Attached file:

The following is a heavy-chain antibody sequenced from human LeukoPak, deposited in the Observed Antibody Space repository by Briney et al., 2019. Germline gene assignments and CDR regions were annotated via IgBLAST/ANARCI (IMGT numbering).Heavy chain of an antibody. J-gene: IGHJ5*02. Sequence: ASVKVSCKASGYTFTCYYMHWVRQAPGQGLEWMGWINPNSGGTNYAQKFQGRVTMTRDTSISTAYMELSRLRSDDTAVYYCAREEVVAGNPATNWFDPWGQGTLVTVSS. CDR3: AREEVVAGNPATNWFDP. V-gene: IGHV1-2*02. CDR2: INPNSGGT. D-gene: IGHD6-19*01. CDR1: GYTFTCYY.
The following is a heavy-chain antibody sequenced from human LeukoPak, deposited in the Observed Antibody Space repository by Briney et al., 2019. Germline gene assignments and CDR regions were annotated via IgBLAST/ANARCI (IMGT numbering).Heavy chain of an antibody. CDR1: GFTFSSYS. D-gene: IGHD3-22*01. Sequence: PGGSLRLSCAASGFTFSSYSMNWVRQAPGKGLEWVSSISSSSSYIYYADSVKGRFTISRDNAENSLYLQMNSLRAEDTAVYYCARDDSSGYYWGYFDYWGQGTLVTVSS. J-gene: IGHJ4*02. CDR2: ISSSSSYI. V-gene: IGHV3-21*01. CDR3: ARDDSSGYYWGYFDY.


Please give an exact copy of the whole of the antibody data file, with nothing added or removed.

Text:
The following is a heavy-chain antibody sequenced from human LeukoPak, deposited in the Observed Antibody Space repository by Briney et al., 2019. Germline gene assignments and CDR regions were annotated via IgBLAST/ANARCI (IMGT numbering).Heavy chain of an antibody. J-gene: IGHJ5*02. Sequence: ASVKVSCKASGYTFTCYYMHWVRQAPGQGLEWMGWINPNSGGTNYAQKFQGRVTMTRDTSISTAYMELSRLRSDDTAVYYCAREEVVAGNPATNWFDPWGQGTLVTVSS. CDR3: AREEVVAGNPATNWFDP. V-gene: IGHV1-2*02. CDR2: INPNSGGT. D-gene: IGHD6-19*01. CDR1: GYTFTCYY.
The following is a heavy-chain antibody sequenced from human LeukoPak, deposited in the Observed Antibody Space repository by Briney et al., 2019. Germline gene assignments and CDR regions were annotated via IgBLAST/ANARCI (IMGT numbering).Heavy chain of an antibody. CDR1: GFTFSSYS. D-gene: IGHD3-22*01. Sequence: PGGSLRLSCAASGFTFSSYSMNWVRQAPGKGLEWVSSISSSSSYIYYADSVKGRFTISRDNAENSLYLQMNSLRAEDTAVYYCARDDSSGYYWGYFDYWGQGTLVTVSS. J-gene: IGHJ4*02. CDR2: ISSSSSYI. V-gene: IGHV3-21*01. CDR3: ARDDSSGYYWGYFDY.